Pakistan - Understanding Its Law on Plant Variety Rights
6 Pages Posted: 11 Apr 2017 Last revised: 12 Apr 2017
Date Written: April 10, 2017
As of 8 December 2016, Pakistan has gone about to enact a sui generis system for recognition and protection of rights in plant varieties, pursuant to its treaty obligations under Article 27(3) of TRIPS Agreement. Accordingly, the Plant Breeders’ Rights Act, 2016 (‘PBRA’16’) has come into force in Pakistan.
It seems like Pakistan is attempting to balance between the competing interest of national food security and rights of breeders of plant varieties.
With increase in population and diminishing land availability, international and national food security will always be a major concern. PBRA’16 will encourage plant breeders and seed organizations in both public and private sectors to invest in research and plant breeding; help breeders develop superior varieties of crops; provide access to protected foreign varieties and new technologies and effectively control the menace of counterfeit seeds.
While PBRA’16 will protect plant variety rights, it may result in seed monopolies favouring higher prices for seeds. Also, practices of re-using of saved seeds will have to be departed from, which would result in purchase of seeds by farmers who previously solely were dependent on saved seeds. The owner of Certificate of Protection for Protected Variety will be able to charge royalty on the sale of seeds that are protected under PBRA’16, and will have the right to initiate legal action against the persons found infringing protected rights. Nevertheless, as noted above, such protection will definitely encourage foreign firms to invest in plant breeding in Pakistan.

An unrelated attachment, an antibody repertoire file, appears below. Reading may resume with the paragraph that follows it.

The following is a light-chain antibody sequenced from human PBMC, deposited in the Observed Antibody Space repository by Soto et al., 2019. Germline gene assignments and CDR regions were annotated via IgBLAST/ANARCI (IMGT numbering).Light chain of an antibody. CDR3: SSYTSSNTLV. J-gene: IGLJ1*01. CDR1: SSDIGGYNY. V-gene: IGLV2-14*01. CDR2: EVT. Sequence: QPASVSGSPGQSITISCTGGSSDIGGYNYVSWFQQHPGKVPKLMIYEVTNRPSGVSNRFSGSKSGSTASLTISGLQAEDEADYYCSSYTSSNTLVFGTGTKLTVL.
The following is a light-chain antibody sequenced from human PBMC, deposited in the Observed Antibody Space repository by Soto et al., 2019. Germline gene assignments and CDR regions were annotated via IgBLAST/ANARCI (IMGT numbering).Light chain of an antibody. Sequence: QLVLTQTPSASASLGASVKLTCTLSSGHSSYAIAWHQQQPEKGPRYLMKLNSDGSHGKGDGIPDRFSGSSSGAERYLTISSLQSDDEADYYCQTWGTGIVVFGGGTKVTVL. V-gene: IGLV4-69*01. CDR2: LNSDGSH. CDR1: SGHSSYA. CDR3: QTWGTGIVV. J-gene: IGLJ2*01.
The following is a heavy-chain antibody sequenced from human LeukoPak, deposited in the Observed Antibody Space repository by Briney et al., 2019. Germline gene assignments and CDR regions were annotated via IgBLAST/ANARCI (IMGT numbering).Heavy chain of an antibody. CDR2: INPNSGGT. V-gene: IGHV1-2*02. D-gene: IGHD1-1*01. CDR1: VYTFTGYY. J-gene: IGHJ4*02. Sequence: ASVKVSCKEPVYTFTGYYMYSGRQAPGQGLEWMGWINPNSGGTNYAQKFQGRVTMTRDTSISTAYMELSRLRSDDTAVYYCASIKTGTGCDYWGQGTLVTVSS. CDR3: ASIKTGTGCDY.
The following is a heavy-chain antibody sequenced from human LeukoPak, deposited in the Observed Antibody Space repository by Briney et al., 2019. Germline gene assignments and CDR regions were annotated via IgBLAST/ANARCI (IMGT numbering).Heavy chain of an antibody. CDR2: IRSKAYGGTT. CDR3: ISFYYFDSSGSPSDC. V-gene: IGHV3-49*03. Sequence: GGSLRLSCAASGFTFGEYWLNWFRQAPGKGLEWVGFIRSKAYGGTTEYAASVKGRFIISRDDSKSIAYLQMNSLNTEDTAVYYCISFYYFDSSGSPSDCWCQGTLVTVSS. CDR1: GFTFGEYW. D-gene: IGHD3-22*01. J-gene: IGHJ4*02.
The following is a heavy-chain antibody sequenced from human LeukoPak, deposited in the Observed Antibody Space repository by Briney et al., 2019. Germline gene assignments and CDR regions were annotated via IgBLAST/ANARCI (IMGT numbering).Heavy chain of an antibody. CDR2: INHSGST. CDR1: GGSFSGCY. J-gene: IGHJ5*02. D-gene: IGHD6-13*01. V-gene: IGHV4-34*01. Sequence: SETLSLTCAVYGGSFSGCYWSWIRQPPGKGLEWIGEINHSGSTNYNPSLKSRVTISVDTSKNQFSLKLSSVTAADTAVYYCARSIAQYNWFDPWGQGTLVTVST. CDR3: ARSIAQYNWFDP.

Keywords: plant variety protection; seed variety law, plant genetic resources; biodiversity; intellectual property law, Pakistan law, plant breeder rights; plant patent law
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